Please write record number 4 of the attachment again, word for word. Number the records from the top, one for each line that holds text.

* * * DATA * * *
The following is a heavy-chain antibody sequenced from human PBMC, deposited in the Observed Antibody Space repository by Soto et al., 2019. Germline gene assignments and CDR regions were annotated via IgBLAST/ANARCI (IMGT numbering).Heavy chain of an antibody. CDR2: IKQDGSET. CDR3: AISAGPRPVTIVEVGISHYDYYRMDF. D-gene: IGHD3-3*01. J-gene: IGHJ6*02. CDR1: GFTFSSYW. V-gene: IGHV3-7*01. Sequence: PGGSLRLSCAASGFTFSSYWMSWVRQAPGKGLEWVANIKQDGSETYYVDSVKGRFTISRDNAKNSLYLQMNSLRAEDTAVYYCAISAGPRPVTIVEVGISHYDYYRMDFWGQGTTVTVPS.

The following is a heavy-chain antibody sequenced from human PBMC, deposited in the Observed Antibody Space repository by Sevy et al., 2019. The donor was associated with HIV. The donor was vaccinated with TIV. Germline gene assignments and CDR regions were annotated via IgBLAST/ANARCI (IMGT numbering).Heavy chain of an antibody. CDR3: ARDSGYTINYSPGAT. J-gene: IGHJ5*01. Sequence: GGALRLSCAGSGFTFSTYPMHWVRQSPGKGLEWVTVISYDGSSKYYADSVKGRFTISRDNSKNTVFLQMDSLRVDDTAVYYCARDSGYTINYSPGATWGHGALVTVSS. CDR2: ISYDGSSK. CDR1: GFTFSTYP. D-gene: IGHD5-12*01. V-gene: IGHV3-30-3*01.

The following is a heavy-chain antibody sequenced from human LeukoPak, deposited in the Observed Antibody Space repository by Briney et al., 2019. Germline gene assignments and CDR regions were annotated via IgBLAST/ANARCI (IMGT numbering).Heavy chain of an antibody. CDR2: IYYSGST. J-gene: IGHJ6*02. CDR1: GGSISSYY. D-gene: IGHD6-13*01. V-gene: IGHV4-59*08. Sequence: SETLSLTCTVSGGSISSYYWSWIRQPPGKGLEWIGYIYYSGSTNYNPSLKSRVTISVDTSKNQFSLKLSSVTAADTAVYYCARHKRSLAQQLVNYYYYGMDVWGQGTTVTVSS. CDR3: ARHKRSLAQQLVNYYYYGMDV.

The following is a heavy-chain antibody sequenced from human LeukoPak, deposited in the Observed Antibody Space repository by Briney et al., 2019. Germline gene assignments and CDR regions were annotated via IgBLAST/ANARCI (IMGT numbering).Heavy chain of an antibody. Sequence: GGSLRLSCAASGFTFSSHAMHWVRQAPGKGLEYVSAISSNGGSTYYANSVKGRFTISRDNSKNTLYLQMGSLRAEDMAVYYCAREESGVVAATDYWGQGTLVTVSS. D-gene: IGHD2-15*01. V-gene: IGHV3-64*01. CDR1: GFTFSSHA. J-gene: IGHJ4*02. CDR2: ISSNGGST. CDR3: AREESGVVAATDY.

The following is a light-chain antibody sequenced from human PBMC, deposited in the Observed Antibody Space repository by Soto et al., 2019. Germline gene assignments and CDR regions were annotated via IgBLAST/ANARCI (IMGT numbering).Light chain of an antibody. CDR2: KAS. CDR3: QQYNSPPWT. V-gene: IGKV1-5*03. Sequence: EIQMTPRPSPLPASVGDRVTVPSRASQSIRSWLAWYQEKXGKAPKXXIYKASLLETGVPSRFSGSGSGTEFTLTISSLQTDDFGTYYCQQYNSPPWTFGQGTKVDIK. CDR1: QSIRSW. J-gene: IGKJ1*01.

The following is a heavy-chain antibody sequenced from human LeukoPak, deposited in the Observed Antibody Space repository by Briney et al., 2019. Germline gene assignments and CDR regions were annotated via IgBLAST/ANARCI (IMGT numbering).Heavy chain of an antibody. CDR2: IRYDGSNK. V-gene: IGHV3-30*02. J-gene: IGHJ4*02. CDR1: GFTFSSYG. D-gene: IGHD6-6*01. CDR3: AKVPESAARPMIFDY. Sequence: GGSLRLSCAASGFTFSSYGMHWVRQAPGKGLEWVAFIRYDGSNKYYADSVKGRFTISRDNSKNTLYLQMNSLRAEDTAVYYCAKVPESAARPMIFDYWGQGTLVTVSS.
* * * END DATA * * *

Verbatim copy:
The following is a heavy-chain antibody sequenced from human LeukoPak, deposited in the Observed Antibody Space repository by Briney et al., 2019. Germline gene assignments and CDR regions were annotated via IgBLAST/ANARCI (IMGT numbering).Heavy chain of an antibody. Sequence: GGSLRLSCAASGFTFSSHAMHWVRQAPGKGLEYVSAISSNGGSTYYANSVKGRFTISRDNSKNTLYLQMGSLRAEDMAVYYCAREESGVVAATDYWGQGTLVTVSS. D-gene: IGHD2-15*01. V-gene: IGHV3-64*01. CDR1: GFTFSSHA. J-gene: IGHJ4*02. CDR2: ISSNGGST. CDR3: AREESGVVAATDY.